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La Traviata

NEWS
By Phil Greenfield and Phil Greenfield,SPECIAL TO THE SUN | March 27, 2003
To bring off Giuseppe Verdi's perennial favorite, La Traviata, you need three excellent soprano voices. That's the easy part. The hard part is that they all must emanate from the same throat. For Violetta Valery - the flighty Parisian courtesan who falls for handsome, aristocratic Alfredo Germont, only to let him go at his father's request - is no ordinary role. Violetta the Act I party girl must be nimble and lyrical enough to sprint through the fearsome coloratura passages of Sempre libera, her hyperactive ode to free love.
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NEWS
By Phil Greenfield and Phil Greenfield,SPECIAL TO THE SUN | March 27, 2003
To bring off Giuseppe Verdi's perennial favorite, La Traviata, you need three excellent soprano voices. That's the easy part. The hard part is that they all must emanate from the same throat. For Violetta Valery - the flighty Parisian courtesan who falls for handsome, aristocratic Alfredo Germont, only to let him go at his father's request - is no ordinary role. Violetta the Act I party girl must be nimble and lyrical enough to sprint through the fearsome coloratura passages of "Sempre libera," her hyperactive ode to free love.
NEWS
By Mary Johnson and Mary Johnson,SPECIAL TO THE SUN | March 13, 2003
Annapolis Opera conductor and artistic director Ronald J. Gretz and his cast of singers are in the final week of rehearsal of Verdi's La Traviata. The second fully staged opera of this 30th anniversary season is to be presented March 21 and 23 at Maryland Hall for the Creative Arts. Often described as the world's most popular opera because of its compelling love story and its relatively small cast and orchestra size requirements, La Traviata is also the most contemporary Verdi opera. Having premiered six years after the death at age 22 of Marie Duplessis, the woman that Alexandre Dumas loved and described in his La Dame Aux Camelias, Verdi's opera was criticized when it opened in Venice in 1853 for being too modern.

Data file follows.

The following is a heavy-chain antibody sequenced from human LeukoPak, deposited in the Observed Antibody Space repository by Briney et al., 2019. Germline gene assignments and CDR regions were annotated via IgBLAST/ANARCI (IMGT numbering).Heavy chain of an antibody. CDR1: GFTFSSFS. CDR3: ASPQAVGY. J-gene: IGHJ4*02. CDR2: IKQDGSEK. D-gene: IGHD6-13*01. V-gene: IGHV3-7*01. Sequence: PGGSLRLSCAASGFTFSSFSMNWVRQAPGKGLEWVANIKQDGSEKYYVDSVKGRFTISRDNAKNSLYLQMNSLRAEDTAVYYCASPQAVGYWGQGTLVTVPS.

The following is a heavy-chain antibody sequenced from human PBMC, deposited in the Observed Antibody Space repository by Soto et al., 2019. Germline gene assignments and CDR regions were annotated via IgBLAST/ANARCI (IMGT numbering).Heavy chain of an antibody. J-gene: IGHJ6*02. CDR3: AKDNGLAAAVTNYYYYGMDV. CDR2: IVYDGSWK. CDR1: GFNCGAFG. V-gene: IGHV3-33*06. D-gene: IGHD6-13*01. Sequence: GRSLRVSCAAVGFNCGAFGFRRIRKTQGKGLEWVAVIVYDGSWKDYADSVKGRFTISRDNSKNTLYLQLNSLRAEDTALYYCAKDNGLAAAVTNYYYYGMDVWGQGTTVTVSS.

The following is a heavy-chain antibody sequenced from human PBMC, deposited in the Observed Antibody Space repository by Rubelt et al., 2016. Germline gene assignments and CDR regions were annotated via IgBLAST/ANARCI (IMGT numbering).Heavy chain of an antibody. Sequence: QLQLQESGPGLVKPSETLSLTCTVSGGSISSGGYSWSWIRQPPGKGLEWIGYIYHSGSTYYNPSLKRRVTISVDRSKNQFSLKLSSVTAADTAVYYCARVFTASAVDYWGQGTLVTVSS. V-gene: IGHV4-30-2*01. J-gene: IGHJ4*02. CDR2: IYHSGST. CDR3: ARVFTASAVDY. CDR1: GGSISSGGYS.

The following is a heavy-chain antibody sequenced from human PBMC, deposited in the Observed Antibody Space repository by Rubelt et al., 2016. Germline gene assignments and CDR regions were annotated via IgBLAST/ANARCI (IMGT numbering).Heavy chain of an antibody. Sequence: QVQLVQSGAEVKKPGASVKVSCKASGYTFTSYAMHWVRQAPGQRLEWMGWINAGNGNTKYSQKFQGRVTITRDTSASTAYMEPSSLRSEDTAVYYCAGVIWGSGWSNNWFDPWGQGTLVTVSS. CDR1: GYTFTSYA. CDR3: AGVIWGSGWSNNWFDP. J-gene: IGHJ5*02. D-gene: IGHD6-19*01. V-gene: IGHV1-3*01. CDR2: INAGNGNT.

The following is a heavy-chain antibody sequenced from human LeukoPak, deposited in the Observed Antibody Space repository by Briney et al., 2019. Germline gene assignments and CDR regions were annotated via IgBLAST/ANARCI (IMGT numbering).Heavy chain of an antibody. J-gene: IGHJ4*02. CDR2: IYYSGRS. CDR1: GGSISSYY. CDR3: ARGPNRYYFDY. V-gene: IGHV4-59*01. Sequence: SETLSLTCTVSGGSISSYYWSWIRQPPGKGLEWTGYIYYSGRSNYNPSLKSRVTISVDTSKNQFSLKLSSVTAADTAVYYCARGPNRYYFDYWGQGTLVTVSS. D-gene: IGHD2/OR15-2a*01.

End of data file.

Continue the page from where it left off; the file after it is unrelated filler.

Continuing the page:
FEATURES
By Tim Smith | January 22, 2003
One-fourth of Wagner's Ring Cycle, an operatic treatment of Tennessee Williams' A Streetcar Named Desire, and the original 1853 version of Verdi's La Traviata are among the attractions of Washington Opera's 2003-2004 season. Artistic director Placido Domingo spent part of his 62nd birthday yesterday holding a news conference to announce the lineup and discuss the company's new temporary home at DAR Constitution Hall. That hall is currently being refurbished and reconfigured to accommodate Washington Opera productions for a year, starting next month with Aida and continuing with Don Giovanni and Fidelio this season, while the Kennedy Center Opera House is being renovated.
NEWS
By Mary Johnson and Mary Johnson,SPECIAL TO THE SUN | August 22, 2002
Annapolis Opera's 2002-2003 season will feature two popular favorites, Die Fledermaus, Johann Strauss' operetta celebrating 19th-century Viennese life, and Verdi's La Traviata, the incomparable love story of the ravishing Violetta Valery and romantic Alfredo Germont. A new event next month, "Opera on the Half Shell," will open this 30th anniversary season, which also includes two fund-raisers, "Pasta, Puccini, Verdi and Friends" and the annual Opera Gala and Auction. The season also will include a holiday candlelight "Mozart, Beethoven and Others" concert, and the annual Vocal Competition in February.